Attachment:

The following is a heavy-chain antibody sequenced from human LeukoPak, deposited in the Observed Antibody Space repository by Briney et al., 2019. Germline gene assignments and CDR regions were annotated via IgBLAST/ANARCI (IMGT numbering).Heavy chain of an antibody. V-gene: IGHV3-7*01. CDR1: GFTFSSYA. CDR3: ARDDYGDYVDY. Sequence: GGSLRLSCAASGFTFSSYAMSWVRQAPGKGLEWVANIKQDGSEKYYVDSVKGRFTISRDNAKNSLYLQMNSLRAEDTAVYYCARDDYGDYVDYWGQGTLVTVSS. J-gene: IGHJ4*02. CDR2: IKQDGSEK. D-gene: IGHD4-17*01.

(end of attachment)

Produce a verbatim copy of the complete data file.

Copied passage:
The following is a heavy-chain antibody sequenced from human LeukoPak, deposited in the Observed Antibody Space repository by Briney et al., 2019. Germline gene assignments and CDR regions were annotated via IgBLAST/ANARCI (IMGT numbering).Heavy chain of an antibody. V-gene: IGHV3-7*01. CDR1: GFTFSSYA. CDR3: ARDDYGDYVDY. Sequence: GGSLRLSCAASGFTFSSYAMSWVRQAPGKGLEWVANIKQDGSEKYYVDSVKGRFTISRDNAKNSLYLQMNSLRAEDTAVYYCARDDYGDYVDYWGQGTLVTVSS. J-gene: IGHJ4*02. CDR2: IKQDGSEK. D-gene: IGHD4-17*01.